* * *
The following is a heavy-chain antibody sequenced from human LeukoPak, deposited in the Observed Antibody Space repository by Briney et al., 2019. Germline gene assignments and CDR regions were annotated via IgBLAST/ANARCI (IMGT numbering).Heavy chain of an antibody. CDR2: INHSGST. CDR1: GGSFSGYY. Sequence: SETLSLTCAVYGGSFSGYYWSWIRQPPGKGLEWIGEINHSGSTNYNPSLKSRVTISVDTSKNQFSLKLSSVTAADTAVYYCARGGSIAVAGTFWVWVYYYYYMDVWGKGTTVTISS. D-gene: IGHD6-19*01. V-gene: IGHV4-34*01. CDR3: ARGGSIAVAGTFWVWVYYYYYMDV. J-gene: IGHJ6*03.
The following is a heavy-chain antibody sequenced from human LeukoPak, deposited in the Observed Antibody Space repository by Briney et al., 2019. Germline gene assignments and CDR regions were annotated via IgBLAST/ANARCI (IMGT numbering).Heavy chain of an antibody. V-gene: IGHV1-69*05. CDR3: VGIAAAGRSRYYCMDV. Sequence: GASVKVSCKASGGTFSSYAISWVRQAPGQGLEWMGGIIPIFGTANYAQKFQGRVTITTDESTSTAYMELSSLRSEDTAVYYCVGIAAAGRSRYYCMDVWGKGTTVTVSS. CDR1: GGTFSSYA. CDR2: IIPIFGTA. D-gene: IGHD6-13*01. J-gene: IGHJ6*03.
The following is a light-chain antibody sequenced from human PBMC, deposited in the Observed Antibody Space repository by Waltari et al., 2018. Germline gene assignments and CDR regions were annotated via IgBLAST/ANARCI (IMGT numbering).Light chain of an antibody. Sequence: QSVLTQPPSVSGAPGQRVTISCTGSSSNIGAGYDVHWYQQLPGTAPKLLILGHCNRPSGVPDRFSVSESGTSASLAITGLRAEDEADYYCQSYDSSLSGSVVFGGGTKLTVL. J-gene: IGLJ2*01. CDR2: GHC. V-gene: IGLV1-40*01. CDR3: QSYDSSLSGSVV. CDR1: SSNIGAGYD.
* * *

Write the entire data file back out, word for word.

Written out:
The following is a heavy-chain antibody sequenced from human LeukoPak, deposited in the Observed Antibody Space repository by Briney et al., 2019. Germline gene assignments and CDR regions were annotated via IgBLAST/ANARCI (IMGT numbering).Heavy chain of an antibody. CDR2: INHSGST. CDR1: GGSFSGYY. Sequence: SETLSLTCAVYGGSFSGYYWSWIRQPPGKGLEWIGEINHSGSTNYNPSLKSRVTISVDTSKNQFSLKLSSVTAADTAVYYCARGGSIAVAGTFWVWVYYYYYMDVWGKGTTVTISS. D-gene: IGHD6-19*01. V-gene: IGHV4-34*01. CDR3: ARGGSIAVAGTFWVWVYYYYYMDV. J-gene: IGHJ6*03.
The following is a heavy-chain antibody sequenced from human LeukoPak, deposited in the Observed Antibody Space repository by Briney et al., 2019. Germline gene assignments and CDR regions were annotated via IgBLAST/ANARCI (IMGT numbering).Heavy chain of an antibody. V-gene: IGHV1-69*05. CDR3: VGIAAAGRSRYYCMDV. Sequence: GASVKVSCKASGGTFSSYAISWVRQAPGQGLEWMGGIIPIFGTANYAQKFQGRVTITTDESTSTAYMELSSLRSEDTAVYYCVGIAAAGRSRYYCMDVWGKGTTVTVSS. CDR1: GGTFSSYA. CDR2: IIPIFGTA. D-gene: IGHD6-13*01. J-gene: IGHJ6*03.
The following is a light-chain antibody sequenced from human PBMC, deposited in the Observed Antibody Space repository by Waltari et al., 2018. Germline gene assignments and CDR regions were annotated via IgBLAST/ANARCI (IMGT numbering).Light chain of an antibody. Sequence: QSVLTQPPSVSGAPGQRVTISCTGSSSNIGAGYDVHWYQQLPGTAPKLLILGHCNRPSGVPDRFSVSESGTSASLAITGLRAEDEADYYCQSYDSSLSGSVVFGGGTKLTVL. J-gene: IGLJ2*01. CDR2: GHC. V-gene: IGLV1-40*01. CDR3: QSYDSSLSGSVV. CDR1: SSNIGAGYD.